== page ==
At RSA Conference 2013 in San Francisco, Dell announced the release of Quest One Privileged Access Suite for Unix, which combines Active Directory bridge and root delegation technologies with a single, intuitive interface.
Hackers increasingly are mounting targeted, purposeful attacks on company infrastructure. Reports abound of disgruntled employees who misuse their privileged access to steal sensitive company data and customer information, or cause havoc to the organization’s computer system.
Unix systems, by their nature, have the potential for catastrophic security lapses, particularly in the hands of an unhappy employee. Organizations often have many Unix and Linux servers, each functioning independently and requiring its own management of the shared root account. Not only does this result in a disconnected collection of inconsistent controls that rely heavily on error-prone manual processes, but it also means that access to the root account for each system is gained through a password often shared among IT staff.
A survey of 150 senior IT decision-makers conducted on behalf of Dell’s Quest Software revealed that:
- Forty-six respondents have more than 100 privileged accounts in their organizations.
- More than half of the respondents (53 percent) have more than 10 administrators who must access any of those accounts. More than a quarter of those (27 percent) share the passwords among 10 or more administrators.
- Almost two-thirds of respondents do not have a high level of confidence that they can track administrative activity performed with shared credentials back to the individual administrator who performed them.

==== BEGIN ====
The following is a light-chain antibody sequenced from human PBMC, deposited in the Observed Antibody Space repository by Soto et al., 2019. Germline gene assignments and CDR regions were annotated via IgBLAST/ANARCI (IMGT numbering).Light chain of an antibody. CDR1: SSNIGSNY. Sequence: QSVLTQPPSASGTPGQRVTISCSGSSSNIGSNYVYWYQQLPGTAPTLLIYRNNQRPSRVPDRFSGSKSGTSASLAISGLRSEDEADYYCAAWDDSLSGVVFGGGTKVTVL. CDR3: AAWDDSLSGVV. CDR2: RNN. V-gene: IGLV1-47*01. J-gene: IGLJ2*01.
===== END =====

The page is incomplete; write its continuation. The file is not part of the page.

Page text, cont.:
Dell’s Quest One Privileged Access Suite for Unix unifies and consolidates identities across the entire environment, assigning individual accountability and enabling centralized reporting for Unix access.
The Suite bundles three privileged account management solutions under a unified console designed to resolve the management and security shortcomings inherent in Unix:
- Authentication Services is Dell’s AD bridge solution, which extends the security and compliance of Active Directory to Unix and Linux ─ along with Mac and many enterprise applications ─ and shares a powerful management interface and tight integration with both Quest One Privilege Manager for Unix and Quest One Privilege Manager for Sudo.
- Quest One Privilege Manager for Unix is a replacement for sudo that provides fine-grained, policy-based control to protect the full power of root access from potential misuse or abuse, and helps define and enforce security policies stipulating who has access to which root function, as well as when and where individuals can perform those functions.
- Quest One Privilege Manager for Sudo takes privileged account management using sudo to the next level, eliminating inefficient and inconsistent box-by-box management. Dell’s plug-ins can enhance sudo 1.8.1 (and newer) with a central policy server, centralized management of sudo and the sudoers’ policy file, and centralized reporting on sudoers access rights and activities, as well as keystroke logging of activities performed through sudo.
Quest One Privileged Access Suite for Unix is available immediately, with pricing starting at $524USD per server.